The Untouchable Forest

I am a sustainability director, so I know a lot of good people in the environmental movement: non-profit staff, State agency employees, Federal Government employees. Like me, they want to protect our forests, natural meadows, lakes, streams, and ocean. They have spent their careers working to protect natural areas from development, often taking meager salaries to do so because they believe deep down they are doing the right thing. And, they have done a lot of positive things. I don’t mean to attack these caring people and their good intentions.

But, there is one issue that I fundamentally disagree with them on because I think their intentions are misplaced. That is their overzealous effort to keep natural areas off limits from human interaction. I don’t mean they aren’t building hiking trails and establishing parks for people to visit. They are doing a decent job at that, considering the dwindling opportunities to establish new areas. But, when they establish these parks and trails, they often fall back on their preservationist instincts, and immediately establish totalitarian hands-off rules: don’t go off trail, don’t pick any plants, don’t harm any plants, don’t remove any natural items. Just stay on the trail and walk briskly. Better yet- run. Better even yet- ride your bicycle. You can take pictures of plants from the trail’s edge, but take them quick because you don’t want to get mowed over by a mountain biker. Nature is meant to be enjoyed at a distance and as quickly as possible.

I can understand where their hands-off mentality comes from. Most of them, including myself, were trained in LNT techniques (Leave-No-Trace). It’s a set of ethics that are drilled into anybody studying outdoor recreation or natural science in college. The principal is that when you step into nature, you should do so gingerly, clean up after yourself, and not leave a trace. That way nature can remain just as it was before you, the toxic/destructive human, interacted with it. It’s tough to argue with this logic. After all, we are in the midst of the 6th mass extinction in the history of the world, and it is arguably occurring at a faster rate than most of the others. This is, without a doubt, because of humans and our behavior.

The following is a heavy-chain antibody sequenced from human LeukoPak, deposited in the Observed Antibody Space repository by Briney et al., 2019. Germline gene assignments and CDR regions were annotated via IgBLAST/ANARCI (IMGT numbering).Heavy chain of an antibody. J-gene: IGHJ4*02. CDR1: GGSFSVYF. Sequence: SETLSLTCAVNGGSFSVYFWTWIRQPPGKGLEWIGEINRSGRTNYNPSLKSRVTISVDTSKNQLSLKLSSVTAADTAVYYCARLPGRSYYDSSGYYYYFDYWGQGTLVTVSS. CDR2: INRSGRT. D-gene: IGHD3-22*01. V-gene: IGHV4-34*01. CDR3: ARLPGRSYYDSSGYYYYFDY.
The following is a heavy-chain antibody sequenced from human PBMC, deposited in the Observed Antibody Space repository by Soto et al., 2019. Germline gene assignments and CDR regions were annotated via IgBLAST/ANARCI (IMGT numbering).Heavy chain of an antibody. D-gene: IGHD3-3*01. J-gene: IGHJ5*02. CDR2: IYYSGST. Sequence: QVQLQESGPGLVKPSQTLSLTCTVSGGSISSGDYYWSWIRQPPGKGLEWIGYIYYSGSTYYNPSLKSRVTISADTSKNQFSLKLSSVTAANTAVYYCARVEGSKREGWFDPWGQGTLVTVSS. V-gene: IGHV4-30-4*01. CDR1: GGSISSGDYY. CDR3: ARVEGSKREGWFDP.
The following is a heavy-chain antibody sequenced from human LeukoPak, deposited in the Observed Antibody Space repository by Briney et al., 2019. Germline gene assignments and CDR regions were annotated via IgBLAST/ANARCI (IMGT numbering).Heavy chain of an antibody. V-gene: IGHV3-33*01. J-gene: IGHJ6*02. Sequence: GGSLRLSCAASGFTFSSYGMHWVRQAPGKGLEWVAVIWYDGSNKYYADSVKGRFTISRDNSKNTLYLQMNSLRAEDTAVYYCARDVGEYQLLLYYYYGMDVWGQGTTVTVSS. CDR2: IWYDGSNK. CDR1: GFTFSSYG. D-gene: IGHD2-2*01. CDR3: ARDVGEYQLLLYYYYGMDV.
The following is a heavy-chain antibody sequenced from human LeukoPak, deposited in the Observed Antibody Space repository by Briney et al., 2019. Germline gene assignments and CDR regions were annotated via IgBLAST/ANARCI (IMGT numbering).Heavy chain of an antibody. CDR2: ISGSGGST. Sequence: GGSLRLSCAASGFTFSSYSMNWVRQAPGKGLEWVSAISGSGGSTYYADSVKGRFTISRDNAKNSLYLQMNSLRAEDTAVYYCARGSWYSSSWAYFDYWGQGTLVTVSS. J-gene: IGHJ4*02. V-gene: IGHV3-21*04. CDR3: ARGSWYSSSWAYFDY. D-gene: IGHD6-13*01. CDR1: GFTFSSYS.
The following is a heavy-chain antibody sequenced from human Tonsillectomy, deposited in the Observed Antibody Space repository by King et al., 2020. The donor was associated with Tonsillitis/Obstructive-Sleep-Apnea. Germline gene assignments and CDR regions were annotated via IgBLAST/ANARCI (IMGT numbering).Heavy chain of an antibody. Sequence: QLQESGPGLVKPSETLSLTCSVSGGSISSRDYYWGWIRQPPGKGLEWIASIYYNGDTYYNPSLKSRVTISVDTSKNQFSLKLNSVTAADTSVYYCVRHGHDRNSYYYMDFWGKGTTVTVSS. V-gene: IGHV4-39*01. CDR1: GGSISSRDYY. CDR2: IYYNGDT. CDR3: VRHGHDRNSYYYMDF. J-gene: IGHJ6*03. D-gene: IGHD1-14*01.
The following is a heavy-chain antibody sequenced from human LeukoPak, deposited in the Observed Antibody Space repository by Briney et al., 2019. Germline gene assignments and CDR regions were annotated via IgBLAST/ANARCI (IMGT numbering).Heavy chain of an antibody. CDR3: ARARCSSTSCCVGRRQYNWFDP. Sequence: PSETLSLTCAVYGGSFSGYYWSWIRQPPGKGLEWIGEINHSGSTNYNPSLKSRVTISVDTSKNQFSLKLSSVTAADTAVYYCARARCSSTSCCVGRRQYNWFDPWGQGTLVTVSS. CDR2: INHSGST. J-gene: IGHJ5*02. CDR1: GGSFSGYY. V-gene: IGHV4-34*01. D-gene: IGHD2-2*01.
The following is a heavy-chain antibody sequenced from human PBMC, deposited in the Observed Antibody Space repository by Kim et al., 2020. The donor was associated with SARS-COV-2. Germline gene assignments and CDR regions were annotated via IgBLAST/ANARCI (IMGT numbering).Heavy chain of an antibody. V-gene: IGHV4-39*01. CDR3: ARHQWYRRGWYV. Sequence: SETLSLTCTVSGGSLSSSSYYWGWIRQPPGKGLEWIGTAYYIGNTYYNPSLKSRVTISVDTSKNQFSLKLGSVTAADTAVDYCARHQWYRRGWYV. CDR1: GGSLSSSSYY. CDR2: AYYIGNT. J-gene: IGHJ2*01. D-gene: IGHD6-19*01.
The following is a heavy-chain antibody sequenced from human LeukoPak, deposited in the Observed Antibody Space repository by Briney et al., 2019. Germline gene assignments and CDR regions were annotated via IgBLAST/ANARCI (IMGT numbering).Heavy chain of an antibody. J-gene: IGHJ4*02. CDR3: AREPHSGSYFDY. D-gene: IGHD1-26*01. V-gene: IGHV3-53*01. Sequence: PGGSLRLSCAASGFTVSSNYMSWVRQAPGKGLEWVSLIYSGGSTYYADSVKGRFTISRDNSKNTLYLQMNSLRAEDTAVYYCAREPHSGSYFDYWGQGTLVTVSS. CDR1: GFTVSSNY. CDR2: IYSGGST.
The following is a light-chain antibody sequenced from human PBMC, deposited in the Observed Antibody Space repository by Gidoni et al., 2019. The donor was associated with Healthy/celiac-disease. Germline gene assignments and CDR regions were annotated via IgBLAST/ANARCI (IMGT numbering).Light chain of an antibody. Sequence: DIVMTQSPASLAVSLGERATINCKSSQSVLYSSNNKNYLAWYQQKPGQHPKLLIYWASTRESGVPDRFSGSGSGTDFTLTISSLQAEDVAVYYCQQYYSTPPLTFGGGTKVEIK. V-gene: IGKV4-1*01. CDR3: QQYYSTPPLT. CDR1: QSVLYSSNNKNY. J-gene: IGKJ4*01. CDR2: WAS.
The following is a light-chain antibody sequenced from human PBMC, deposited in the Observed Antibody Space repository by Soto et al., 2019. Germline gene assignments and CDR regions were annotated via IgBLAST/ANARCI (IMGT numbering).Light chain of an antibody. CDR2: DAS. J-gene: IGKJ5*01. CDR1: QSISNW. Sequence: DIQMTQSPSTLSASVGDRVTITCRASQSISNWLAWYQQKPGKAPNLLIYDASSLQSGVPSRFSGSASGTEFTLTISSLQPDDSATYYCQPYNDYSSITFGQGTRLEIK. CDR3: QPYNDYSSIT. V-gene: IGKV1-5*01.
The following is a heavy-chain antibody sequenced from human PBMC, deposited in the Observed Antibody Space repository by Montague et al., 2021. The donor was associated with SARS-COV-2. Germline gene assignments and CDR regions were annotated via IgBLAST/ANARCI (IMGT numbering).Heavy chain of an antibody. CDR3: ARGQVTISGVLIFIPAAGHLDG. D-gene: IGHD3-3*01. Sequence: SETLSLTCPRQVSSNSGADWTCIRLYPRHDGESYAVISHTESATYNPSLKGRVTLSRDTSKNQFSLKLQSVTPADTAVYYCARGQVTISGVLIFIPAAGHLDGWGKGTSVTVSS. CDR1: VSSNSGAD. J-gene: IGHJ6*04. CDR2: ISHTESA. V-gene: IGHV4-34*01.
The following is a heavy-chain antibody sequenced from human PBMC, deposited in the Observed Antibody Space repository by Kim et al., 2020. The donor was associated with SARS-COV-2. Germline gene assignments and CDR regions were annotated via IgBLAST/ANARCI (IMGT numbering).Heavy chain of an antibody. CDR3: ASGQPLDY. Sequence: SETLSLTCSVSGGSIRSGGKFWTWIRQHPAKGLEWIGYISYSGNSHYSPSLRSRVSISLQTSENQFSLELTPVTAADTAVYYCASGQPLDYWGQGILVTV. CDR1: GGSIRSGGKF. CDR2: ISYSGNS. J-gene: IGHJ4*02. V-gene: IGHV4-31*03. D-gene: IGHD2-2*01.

The problem with the LNT approach is not immediately apparent until you either decide you want to interact with nature in a more direct way than our prevailing culture, or you learn about ecological economics. I started questioning the LNT approach through both of these pathways.

First, when I was in college, I decided to expand on my limited foraging knowledge by trying to learn more about wild edible plants, find them, and eat them. Living in predominantly rural Northern New England, I thought, this should be easy. After all, I had been an avid fisherman my whole life and could find many areas where I could cast a line into the water. I reasoned that the same should be true with plants. I’ll just drive the local roads, pull off and forage.